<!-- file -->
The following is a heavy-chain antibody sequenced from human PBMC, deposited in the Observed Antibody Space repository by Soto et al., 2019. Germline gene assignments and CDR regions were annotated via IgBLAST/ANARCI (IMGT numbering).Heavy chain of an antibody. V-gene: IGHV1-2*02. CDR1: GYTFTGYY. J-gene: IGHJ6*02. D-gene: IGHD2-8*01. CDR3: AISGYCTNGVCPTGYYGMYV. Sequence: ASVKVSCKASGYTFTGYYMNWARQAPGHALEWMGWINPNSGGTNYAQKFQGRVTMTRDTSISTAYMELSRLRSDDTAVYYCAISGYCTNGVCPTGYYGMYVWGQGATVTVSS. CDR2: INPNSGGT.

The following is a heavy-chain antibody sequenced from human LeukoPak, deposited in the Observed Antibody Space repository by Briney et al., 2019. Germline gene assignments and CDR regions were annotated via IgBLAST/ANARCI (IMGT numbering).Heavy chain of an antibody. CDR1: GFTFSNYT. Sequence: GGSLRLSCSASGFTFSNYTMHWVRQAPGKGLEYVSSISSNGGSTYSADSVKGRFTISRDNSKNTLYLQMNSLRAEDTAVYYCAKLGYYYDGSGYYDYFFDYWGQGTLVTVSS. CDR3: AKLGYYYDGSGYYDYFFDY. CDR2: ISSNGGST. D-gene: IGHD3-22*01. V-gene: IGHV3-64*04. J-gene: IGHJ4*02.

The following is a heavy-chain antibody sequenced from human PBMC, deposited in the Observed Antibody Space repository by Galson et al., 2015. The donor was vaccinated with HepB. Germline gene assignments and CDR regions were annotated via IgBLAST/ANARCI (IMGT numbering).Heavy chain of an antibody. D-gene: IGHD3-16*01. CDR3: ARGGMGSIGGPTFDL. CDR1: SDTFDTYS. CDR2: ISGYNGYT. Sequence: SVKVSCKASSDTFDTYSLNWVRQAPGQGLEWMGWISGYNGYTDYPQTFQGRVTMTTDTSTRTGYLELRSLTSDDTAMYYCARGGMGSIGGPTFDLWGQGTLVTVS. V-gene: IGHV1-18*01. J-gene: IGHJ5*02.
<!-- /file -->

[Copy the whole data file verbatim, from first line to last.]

The following is a heavy-chain antibody sequenced from human PBMC, deposited in the Observed Antibody Space repository by Soto et al., 2019. Germline gene assignments and CDR regions were annotated via IgBLAST/ANARCI (IMGT numbering).Heavy chain of an antibody. V-gene: IGHV1-2*02. CDR1: GYTFTGYY. J-gene: IGHJ6*02. D-gene: IGHD2-8*01. CDR3: AISGYCTNGVCPTGYYGMYV. Sequence: ASVKVSCKASGYTFTGYYMNWARQAPGHALEWMGWINPNSGGTNYAQKFQGRVTMTRDTSISTAYMELSRLRSDDTAVYYCAISGYCTNGVCPTGYYGMYVWGQGATVTVSS. CDR2: INPNSGGT.

The following is a heavy-chain antibody sequenced from human LeukoPak, deposited in the Observed Antibody Space repository by Briney et al., 2019. Germline gene assignments and CDR regions were annotated via IgBLAST/ANARCI (IMGT numbering).Heavy chain of an antibody. CDR1: GFTFSNYT. Sequence: GGSLRLSCSASGFTFSNYTMHWVRQAPGKGLEYVSSISSNGGSTYSADSVKGRFTISRDNSKNTLYLQMNSLRAEDTAVYYCAKLGYYYDGSGYYDYFFDYWGQGTLVTVSS. CDR3: AKLGYYYDGSGYYDYFFDY. CDR2: ISSNGGST. D-gene: IGHD3-22*01. V-gene: IGHV3-64*04. J-gene: IGHJ4*02.

The following is a heavy-chain antibody sequenced from human PBMC, deposited in the Observed Antibody Space repository by Galson et al., 2015. The donor was vaccinated with HepB. Germline gene assignments and CDR regions were annotated via IgBLAST/ANARCI (IMGT numbering).Heavy chain of an antibody. D-gene: IGHD3-16*01. CDR3: ARGGMGSIGGPTFDL. CDR1: SDTFDTYS. CDR2: ISGYNGYT. Sequence: SVKVSCKASSDTFDTYSLNWVRQAPGQGLEWMGWISGYNGYTDYPQTFQGRVTMTTDTSTRTGYLELRSLTSDDTAMYYCARGGMGSIGGPTFDLWGQGTLVTVS. V-gene: IGHV1-18*01. J-gene: IGHJ5*02.